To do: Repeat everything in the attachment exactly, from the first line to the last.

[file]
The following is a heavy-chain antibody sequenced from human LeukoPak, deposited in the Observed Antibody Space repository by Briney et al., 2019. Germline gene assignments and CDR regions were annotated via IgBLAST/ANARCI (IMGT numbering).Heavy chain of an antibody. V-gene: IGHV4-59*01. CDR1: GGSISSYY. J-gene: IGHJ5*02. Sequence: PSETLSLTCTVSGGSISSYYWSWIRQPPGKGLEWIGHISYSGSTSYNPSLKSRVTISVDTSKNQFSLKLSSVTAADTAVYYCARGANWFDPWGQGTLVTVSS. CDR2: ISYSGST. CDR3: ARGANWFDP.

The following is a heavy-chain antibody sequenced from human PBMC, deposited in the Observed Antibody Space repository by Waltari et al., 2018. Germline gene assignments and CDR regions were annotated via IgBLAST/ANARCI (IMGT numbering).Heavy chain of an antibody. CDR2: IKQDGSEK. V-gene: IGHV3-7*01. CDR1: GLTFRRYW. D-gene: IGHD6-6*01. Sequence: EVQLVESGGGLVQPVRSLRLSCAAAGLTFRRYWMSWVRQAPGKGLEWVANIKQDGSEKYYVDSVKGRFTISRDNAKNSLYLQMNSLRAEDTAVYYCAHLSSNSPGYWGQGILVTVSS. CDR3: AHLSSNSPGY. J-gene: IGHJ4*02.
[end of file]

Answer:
The following is a heavy-chain antibody sequenced from human LeukoPak, deposited in the Observed Antibody Space repository by Briney et al., 2019. Germline gene assignments and CDR regions were annotated via IgBLAST/ANARCI (IMGT numbering).Heavy chain of an antibody. V-gene: IGHV4-59*01. CDR1: GGSISSYY. J-gene: IGHJ5*02. Sequence: PSETLSLTCTVSGGSISSYYWSWIRQPPGKGLEWIGHISYSGSTSYNPSLKSRVTISVDTSKNQFSLKLSSVTAADTAVYYCARGANWFDPWGQGTLVTVSS. CDR2: ISYSGST. CDR3: ARGANWFDP.

The following is a heavy-chain antibody sequenced from human PBMC, deposited in the Observed Antibody Space repository by Waltari et al., 2018. Germline gene assignments and CDR regions were annotated via IgBLAST/ANARCI (IMGT numbering).Heavy chain of an antibody. CDR2: IKQDGSEK. V-gene: IGHV3-7*01. CDR1: GLTFRRYW. D-gene: IGHD6-6*01. Sequence: EVQLVESGGGLVQPVRSLRLSCAAAGLTFRRYWMSWVRQAPGKGLEWVANIKQDGSEKYYVDSVKGRFTISRDNAKNSLYLQMNSLRAEDTAVYYCAHLSSNSPGYWGQGILVTVSS. CDR3: AHLSSNSPGY. J-gene: IGHJ4*02.